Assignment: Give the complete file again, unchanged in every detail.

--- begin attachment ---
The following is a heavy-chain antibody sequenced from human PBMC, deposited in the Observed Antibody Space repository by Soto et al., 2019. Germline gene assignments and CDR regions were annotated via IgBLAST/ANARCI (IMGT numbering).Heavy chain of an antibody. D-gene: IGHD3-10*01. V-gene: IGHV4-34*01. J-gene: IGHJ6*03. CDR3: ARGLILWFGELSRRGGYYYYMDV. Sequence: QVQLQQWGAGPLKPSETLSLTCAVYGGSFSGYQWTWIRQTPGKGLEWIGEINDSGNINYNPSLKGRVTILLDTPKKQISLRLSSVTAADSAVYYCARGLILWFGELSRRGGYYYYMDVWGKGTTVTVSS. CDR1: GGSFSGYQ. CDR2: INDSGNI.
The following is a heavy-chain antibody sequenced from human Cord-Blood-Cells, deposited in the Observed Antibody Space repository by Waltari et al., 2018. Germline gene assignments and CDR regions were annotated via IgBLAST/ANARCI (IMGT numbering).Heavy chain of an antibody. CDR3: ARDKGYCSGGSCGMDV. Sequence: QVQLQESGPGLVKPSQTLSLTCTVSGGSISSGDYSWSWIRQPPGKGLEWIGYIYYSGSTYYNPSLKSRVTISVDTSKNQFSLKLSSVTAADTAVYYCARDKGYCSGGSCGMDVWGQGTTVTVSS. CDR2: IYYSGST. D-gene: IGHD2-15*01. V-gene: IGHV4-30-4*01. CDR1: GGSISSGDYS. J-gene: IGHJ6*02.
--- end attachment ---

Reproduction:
The following is a heavy-chain antibody sequenced from human PBMC, deposited in the Observed Antibody Space repository by Soto et al., 2019. Germline gene assignments and CDR regions were annotated via IgBLAST/ANARCI (IMGT numbering).Heavy chain of an antibody. D-gene: IGHD3-10*01. V-gene: IGHV4-34*01. J-gene: IGHJ6*03. CDR3: ARGLILWFGELSRRGGYYYYMDV. Sequence: QVQLQQWGAGPLKPSETLSLTCAVYGGSFSGYQWTWIRQTPGKGLEWIGEINDSGNINYNPSLKGRVTILLDTPKKQISLRLSSVTAADSAVYYCARGLILWFGELSRRGGYYYYMDVWGKGTTVTVSS. CDR1: GGSFSGYQ. CDR2: INDSGNI.
The following is a heavy-chain antibody sequenced from human Cord-Blood-Cells, deposited in the Observed Antibody Space repository by Waltari et al., 2018. Germline gene assignments and CDR regions were annotated via IgBLAST/ANARCI (IMGT numbering).Heavy chain of an antibody. CDR3: ARDKGYCSGGSCGMDV. Sequence: QVQLQESGPGLVKPSQTLSLTCTVSGGSISSGDYSWSWIRQPPGKGLEWIGYIYYSGSTYYNPSLKSRVTISVDTSKNQFSLKLSSVTAADTAVYYCARDKGYCSGGSCGMDVWGQGTTVTVSS. CDR2: IYYSGST. D-gene: IGHD2-15*01. V-gene: IGHV4-30-4*01. CDR1: GGSISSGDYS. J-gene: IGHJ6*02.